Everything I Knew My Second Year Of Teaching
My 2nd year of teaching, my head was swimming.
I had just gotten back from an ASCD conference–with a Marzano pre-conference and a heavy dose of Understanding by Design, Tomlinson’s ideas on differentiation, and some sessions on literacy.
In spite of all of the great information I heard, I was struggling to use it all–to reconcile all of these great ideas with the academic standards and my local district’s constantly changing expectations of curriculum documents and general planning.
So one day, I sat down and scribbled out all of what I thought was important in a kind of concept map. Some items are bold, some font is larger than others, some of the more important ideas are placed near the middle. Then I took this pencil-and-paper version and made a quick Microsoft Publisher version, which is what you see above.
Looking back at this image, it was clear I was heavily influenced by both UbD and the idea of “understanding.” I hadn’t yet fully bought in to technology, mostly because I was still struggling to understand the relationship between a curriculum map and assessment data, and throwing in digital tools would’ve probably made things worse.
The idea of a “climate of assessment” was also intriguing to me (as opposed stressing “exams”), and I discovered the incredible flexibility of the exit slip.
I also saw how important it was to support students–the structures, strategies, policies, and other classroom rigmarole that could make or break a student’s success in the classroom.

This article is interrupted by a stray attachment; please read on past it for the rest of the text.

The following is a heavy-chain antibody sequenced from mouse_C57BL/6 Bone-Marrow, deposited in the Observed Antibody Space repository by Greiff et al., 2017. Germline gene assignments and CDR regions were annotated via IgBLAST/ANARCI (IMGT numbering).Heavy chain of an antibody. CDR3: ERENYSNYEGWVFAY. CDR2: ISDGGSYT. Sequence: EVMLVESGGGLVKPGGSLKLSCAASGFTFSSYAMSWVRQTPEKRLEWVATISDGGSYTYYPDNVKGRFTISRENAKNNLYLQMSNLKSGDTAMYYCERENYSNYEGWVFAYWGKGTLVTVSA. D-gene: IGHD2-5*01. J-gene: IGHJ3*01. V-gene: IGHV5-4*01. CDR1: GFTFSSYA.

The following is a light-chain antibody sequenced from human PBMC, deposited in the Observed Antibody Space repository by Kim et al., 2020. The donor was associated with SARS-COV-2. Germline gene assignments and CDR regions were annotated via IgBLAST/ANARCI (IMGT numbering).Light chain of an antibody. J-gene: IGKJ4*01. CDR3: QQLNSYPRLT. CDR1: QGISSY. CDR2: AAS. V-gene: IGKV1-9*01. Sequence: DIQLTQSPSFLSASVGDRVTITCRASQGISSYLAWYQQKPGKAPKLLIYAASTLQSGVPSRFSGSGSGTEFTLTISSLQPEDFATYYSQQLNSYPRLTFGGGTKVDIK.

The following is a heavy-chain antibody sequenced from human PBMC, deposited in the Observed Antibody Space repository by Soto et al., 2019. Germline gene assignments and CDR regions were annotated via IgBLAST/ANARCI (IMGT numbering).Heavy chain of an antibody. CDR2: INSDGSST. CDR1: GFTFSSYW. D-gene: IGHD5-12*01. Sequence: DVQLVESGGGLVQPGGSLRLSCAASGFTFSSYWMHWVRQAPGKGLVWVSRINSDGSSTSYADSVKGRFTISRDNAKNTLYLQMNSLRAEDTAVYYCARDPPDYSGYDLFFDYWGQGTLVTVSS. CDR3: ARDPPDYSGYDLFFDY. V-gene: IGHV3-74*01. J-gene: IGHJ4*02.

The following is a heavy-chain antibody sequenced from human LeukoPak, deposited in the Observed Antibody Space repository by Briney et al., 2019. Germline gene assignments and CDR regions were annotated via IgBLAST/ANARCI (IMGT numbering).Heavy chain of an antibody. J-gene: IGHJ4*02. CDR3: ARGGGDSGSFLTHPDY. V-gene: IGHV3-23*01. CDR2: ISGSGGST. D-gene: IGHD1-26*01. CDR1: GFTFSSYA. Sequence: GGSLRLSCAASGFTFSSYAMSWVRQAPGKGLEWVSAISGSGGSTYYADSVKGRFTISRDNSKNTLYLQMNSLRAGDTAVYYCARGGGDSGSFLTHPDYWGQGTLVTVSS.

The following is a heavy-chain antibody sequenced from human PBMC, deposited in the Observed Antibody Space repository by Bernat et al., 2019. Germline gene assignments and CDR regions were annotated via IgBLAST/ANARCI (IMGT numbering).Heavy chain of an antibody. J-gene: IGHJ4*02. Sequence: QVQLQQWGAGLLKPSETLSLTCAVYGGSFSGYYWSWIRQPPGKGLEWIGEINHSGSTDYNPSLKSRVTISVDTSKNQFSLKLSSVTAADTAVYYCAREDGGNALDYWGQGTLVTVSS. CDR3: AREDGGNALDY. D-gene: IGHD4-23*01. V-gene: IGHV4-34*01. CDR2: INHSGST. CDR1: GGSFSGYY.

I focused most heavily on understanding and differentiation, as well as the concept of priority in learning after reading “Teaching What Matters Most” by Silver, Strong and Perini. In hindsight, curriculum mapping and instructional planning, along with literacy and grouping strategies–may have been better starting points.
And being dead center and in huge font, clearly I figured out that powerful media–books, essays, novels, poems, papers, videos, and other fare–could take a student’s learning experience from mediocre to incredible. I figured out that the great thinkers in literature’s history were the true stars of the show, not the standards or what I thought. Had I taught Social Studies, Math, or Science, I’m assuming I’d have reached the same conclusion, but who knows?
I went back the next year and made another “2.0” version to help me keep some adjustments I’d made, including a stronger focus on digital technology. (Not sure what I’ve done with that one.) It’d be interesting to create anther based on what I think now–not so much because I know more, but to see the changes on paper. A kind of “taking stock” in the ideas that are dominating the way you view your craft at that moment.
In a sense, everything you know and understand about the craft of teaching.
So, if you had to make one of your own, what would it look like?
If you make one, please share it with us. We’d love to see it, and share it with other teachers as well. You don’t have to put your name on it (though you can if you’d like), but please include what grade level and content area you teach, what country you teach in, and how many years experience you have.
You might be surprised with what you come up with.